Know the Best Way to Take Medicinal Mushrooms for Your Lifestyle

Know the Best Way to Take Medicinal Mushrooms for Your Lifestyle

Understanding the best way to take medicinal mushrooms based on the preferences that fit your lifestyle. Learn more in this article now

Today we are looking at the suggestions for the best way to take medicinal mushrooms. Everybody will have their own preferred method for consuming mushrooms, so there isn’t really a “best” way. We do feel it’s a good idea to share some of the recommendations though. 

Below we go through making mushroom tea, using mushroom tincture, eating cooked mushrooms, and using mushroom supplements. 

Mushroom tea as the best way to take medicinal mushrooms

Mushroom tea is a great introduction to drinking your mushrooms. Chaga, reishi, and shiitake are popular mushrooms to make tea with, and dried mushrooms are frequently used to do so. 

The best way to make mushroom tea is to boil some water and then allow the mushrooms to steep in the boiling water. The longer you allow it to steep, the more flavorful the tea will be. Steeping mushroom tea, like reishi tea, for five to 10 minutes is all that’s needed but be sure to taste-test to find your desired flavor. 

Mushroom tincture as the best way to take medicinal mushrooms

The mushroom tinctures we sell are developed using a triple extraction method, which involves alcohol, hot water, and cold water. Using a triple extraction process helps extract the various types of water-soluble and alcohol-soluble constituents. Tinctures are a nice option because they have long shelf lives. 

Some people will add the tincture to water or squirt it into teas as well. Liquid tinctures are versatile in this way, as you can take the tincture straight or you can mix it with other foods or liquids. 

Eating mushrooms as the best way to take medicinal mushrooms

You can always eat your medicinal mushrooms! Food as medicine is an age old concept that we can still benefit from in today’s world.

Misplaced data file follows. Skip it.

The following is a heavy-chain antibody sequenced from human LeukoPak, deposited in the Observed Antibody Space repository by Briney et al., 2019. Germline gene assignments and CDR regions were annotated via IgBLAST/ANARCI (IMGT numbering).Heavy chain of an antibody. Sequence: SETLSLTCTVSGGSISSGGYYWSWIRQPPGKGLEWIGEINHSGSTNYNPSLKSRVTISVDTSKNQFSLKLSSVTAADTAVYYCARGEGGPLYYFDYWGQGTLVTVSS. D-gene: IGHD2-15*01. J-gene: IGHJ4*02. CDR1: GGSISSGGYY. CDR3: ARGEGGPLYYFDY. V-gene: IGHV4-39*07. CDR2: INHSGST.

So many of the popular medicinal mushrooms are edible, like shiitake, maitake, oyster, lion’s mane, cordyceps, and maitake. Just be sure to cook these mushrooms before enjoying them. We do not recommend eating mushrooms raw because of chitin found in the cell walls of the mushroom. Chitin needs to be broken down in order to get the most nutritional benefit from the mushrooms. Chitin can also make it hard to digest the mushrooms properly, so always cook your mushrooms before eating them. 

Mushroom supplements as the best way to take medicinal mushrooms

The functional mushroom industry is expanding rapidly with expected sales of $34.3 billion by 2024, up from 20 billion in 2018 (Mordor Intelligence, 2019).

As consumers become more educated about what is in their mushroom supplements, US mushroom farms will be able to tap into this market more heavily. Consumers will likely want to shift away from foreign-produced supplements as well as away from mycelial-based products. This allows American mushroom farms to begin offering value-added products to this extremely fast-growing functional mushroom market. 

Mushrooms are often underappreciated for their substantial nutritional and healthful qualities. They are an important source of protein that is naturally high in Vitamin D, potassium, magnesium, and many other nutrients. Mushrooms also contain all the essential amino acids. 

The best way to take medicinal mushrooms: Understanding mushroom supplements in greater depth

Not all mushroom supplements are created equally. To understand this we need to understand the fungal life cycle. The mushroom is the fruiting body of the fungus, which only comes out occasionally. The mushroom fruits from what is called “mycelium”, which is a network of cells that are always present and usually out of sight. The mycelium is how fungi gather food, grow and communicate with the surrounding environment. 

Oddly enough, some mushroom supplements don’t use any mushrooms, and instead, they only use mycelium. When you look at the back of these supplements they will say at the bottom other ingredients: freeze-dried myceliated brown rice. These products are mostly the mycelium grown out on grain. The issue here is that the mycelium and grain cannot be separated so both are extracted and placed into the capsule. It is unclear what percentage of the grain has been transformed into mycelium, so who knows how much of the product is actually fungal biomass and how much is simply undigested rice. 

Only in the last 10 years has this become a wide spread product, at no other time in history have people used the mycelium as the primary source for a supplement or healing aid. With products that exclusively use mushroom fruiting bodies you know 100% of that is fungal biomass and you are using the anatomical part of the fungus that has historically been used. A lot more research is needed to see if these products are equal in their efficacy. 

Be aware that marketing and advertising is being heavily used in the mushroom supplement industry currently. Make sure that your products are actually mushrooms and do your own research as to what the possible benefits are.

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